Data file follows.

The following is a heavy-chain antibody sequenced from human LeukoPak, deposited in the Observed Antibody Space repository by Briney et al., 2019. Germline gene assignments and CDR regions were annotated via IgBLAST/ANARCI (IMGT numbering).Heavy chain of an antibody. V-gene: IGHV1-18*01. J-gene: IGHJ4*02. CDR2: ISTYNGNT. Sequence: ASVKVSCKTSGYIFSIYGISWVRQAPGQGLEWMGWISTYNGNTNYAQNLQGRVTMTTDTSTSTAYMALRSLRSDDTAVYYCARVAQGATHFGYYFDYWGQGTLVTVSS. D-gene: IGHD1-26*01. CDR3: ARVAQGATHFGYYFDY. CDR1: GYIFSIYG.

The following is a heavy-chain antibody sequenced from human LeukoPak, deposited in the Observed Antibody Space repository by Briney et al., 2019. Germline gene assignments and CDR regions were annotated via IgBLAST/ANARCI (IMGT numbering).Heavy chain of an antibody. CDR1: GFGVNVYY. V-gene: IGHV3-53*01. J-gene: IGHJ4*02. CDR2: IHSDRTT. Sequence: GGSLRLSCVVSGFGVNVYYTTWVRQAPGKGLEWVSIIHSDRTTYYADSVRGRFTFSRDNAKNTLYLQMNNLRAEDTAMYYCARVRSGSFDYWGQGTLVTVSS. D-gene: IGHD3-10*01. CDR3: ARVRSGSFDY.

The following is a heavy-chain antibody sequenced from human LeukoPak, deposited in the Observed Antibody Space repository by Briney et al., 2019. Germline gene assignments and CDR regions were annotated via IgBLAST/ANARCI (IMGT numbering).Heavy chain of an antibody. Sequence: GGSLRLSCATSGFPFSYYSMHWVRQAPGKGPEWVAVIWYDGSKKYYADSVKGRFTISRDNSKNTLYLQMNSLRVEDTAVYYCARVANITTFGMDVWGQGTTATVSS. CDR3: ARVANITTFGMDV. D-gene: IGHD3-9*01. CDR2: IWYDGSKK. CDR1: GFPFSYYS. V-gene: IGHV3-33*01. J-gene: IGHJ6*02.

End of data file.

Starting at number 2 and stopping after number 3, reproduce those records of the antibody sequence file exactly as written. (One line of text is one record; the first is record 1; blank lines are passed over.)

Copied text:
The following is a heavy-chain antibody sequenced from human LeukoPak, deposited in the Observed Antibody Space repository by Briney et al., 2019. Germline gene assignments and CDR regions were annotated via IgBLAST/ANARCI (IMGT numbering).Heavy chain of an antibody. CDR1: GFGVNVYY. V-gene: IGHV3-53*01. J-gene: IGHJ4*02. CDR2: IHSDRTT. Sequence: GGSLRLSCVVSGFGVNVYYTTWVRQAPGKGLEWVSIIHSDRTTYYADSVRGRFTFSRDNAKNTLYLQMNNLRAEDTAMYYCARVRSGSFDYWGQGTLVTVSS. D-gene: IGHD3-10*01. CDR3: ARVRSGSFDY.

The following is a heavy-chain antibody sequenced from human LeukoPak, deposited in the Observed Antibody Space repository by Briney et al., 2019. Germline gene assignments and CDR regions were annotated via IgBLAST/ANARCI (IMGT numbering).Heavy chain of an antibody. Sequence: GGSLRLSCATSGFPFSYYSMHWVRQAPGKGPEWVAVIWYDGSKKYYADSVKGRFTISRDNSKNTLYLQMNSLRVEDTAVYYCARVANITTFGMDVWGQGTTATVSS. CDR3: ARVANITTFGMDV. D-gene: IGHD3-9*01. CDR2: IWYDGSKK. CDR1: GFPFSYYS. V-gene: IGHV3-33*01. J-gene: IGHJ6*02.